Diceros bicornis michaeli
Head and body length, 10 to 12 feet. Shoulder height 4.5 to 6 feet. Weight 2,000 to 3,000 lbs. Tail length, about 2.3 feet. Two horns, with the anterior horn larger than the posterior, being about 1.6 feet long. Occasionally the beginning of a third posterior horn is evident. The upper lips is triangular shaped, prehensile, and very mobile. Hair is present on the ears and tail only. Both this rhino and the white rhino are dark in color, but the black rhino is somewhat darker. The coloration is dark yellow-brown to dark brown or dark gray. The female is generally the same as the male, with the horn usually longer and more slender. Black rhinos are massively built, with short legs. The skin is thick. Birds, called "oxpeckers," ride on the rhino's back and eat ticks from the skin. They are also believed to warn the rhino of danger.
Class: Mammal (Mammalia)
Range: Kenya, South Africa, Namibia
Habitat: Grassland and forest, generally in thick thorn bush or acacia scrub, but also in more open country within about 25 km of permanent water.
Lifespan: 40 years in captivity, unknown in the wild
Wild Diet: Branches, bark, leaves & vines; fallen fruit, long grasses, and green clover.
Zoo Diet: Herbivore diet, Alfalfa hay
Although its pugnacity has been exaggerated, the black rhino is unpredictable and can be a dangerous animal, sometimes charging a disturbing sound or smell. It has tossed people in the air with the front horn, and regularly charges vehicles and campfires. When it catches the scent of humans it usually crashes off through the brush and runs upwind, sometimes for several kilometers before stopping. The sense of smell is the primary method of detecting danger. It is very vocal in its communication, using growls, grunts, and most commonly a puffing snort. The usual gait is a fast walk or a bouncing trot. When charging it gallops. Territory is marked with dung piles, and also by spraying urine. They wallow frequently, and roll in dust. They feed primarily in the morning and evening, and have become more nocturnal with the advent of European hunters. Males are solitary. Females are usually found together with a calf and sometimes an older daughter. Those without young join a neighboring female. The young of both sexes also attach themselves to other animals. They are usually tolerant of others that they know in adjacent ranges. Most conflicts involve strangers moving through an area occupied by a clan.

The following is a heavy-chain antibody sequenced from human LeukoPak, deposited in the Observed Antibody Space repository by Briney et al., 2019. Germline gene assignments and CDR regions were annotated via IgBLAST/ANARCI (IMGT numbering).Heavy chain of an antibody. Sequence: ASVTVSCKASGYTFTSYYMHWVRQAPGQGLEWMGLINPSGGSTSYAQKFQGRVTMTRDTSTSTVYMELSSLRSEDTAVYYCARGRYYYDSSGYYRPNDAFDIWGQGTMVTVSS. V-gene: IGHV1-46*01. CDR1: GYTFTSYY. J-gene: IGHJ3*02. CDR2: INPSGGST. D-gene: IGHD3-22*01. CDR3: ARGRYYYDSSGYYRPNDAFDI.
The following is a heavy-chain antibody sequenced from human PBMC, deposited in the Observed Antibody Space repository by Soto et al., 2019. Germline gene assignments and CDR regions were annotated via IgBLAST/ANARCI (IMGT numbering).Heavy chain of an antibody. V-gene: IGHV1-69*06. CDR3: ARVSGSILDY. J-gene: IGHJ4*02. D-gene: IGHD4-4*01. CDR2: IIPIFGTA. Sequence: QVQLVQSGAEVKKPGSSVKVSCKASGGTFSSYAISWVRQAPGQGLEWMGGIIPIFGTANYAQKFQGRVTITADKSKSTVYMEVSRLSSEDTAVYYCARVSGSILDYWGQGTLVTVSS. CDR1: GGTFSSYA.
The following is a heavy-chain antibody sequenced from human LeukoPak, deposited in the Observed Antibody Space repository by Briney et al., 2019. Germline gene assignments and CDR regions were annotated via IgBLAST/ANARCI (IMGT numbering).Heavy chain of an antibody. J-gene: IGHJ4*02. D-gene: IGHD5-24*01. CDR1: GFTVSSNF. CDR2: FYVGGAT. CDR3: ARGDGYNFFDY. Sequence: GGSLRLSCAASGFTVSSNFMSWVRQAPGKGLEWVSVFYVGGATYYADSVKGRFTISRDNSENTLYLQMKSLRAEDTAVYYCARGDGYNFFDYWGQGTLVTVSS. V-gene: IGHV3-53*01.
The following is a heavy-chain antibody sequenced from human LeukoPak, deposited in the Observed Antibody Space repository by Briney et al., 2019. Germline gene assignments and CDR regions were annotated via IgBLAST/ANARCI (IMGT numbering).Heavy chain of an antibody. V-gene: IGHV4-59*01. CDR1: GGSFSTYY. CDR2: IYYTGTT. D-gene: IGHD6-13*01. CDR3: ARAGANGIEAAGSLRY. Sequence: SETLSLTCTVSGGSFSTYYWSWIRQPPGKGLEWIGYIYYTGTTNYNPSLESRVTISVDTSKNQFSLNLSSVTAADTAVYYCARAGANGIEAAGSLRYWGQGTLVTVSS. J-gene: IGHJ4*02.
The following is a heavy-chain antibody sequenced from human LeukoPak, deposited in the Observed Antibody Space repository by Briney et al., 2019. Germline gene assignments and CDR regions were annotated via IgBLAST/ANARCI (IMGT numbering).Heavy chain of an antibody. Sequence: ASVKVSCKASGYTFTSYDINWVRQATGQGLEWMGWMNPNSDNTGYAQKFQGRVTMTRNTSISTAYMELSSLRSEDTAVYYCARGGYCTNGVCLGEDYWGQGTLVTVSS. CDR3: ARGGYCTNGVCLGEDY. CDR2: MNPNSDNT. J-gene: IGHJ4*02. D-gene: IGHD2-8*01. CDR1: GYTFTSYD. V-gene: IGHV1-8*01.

Breeding occurs generally throughout the year, with females usually giving birth every 2 to 5 years. The single calf weighs about 88 pounds at birth. Mating is often preceded by the female attacking the male. A premating bond develops between the male and female, and they remain in close proximity to each other, even sleeping in contact.
Gestation: Approximately 15 months
Conservation Status: Critically Endangered
Cleveland Metroparks Zoo Conservation Project
- The black rhino has very poor eyesight. At 100 feet no detail can be discerned; only movement. This is made up for by acute sense of hearing and smell. The black rhino is smaller in size than the white rhino. There is little difference in color between the two. "White" is a corruption of the Afrikaaner word "weit," meaning "wide," and describes the wide mouth of that species. The black rhino is referred to as the "Browse Rhino" or "Prehensile-lipped Rhino."
- Rhino skin is one inch thick at the neck. They can run at up to 35 miles per hour.
- They take mud and dust baths to keep cool and discourage biting insects.
- The Genus name, Diceros, is from the Greek dis, meaning "two," or "double" and keras, "a horn." The specis name, bicornis, is Latin for "two horned."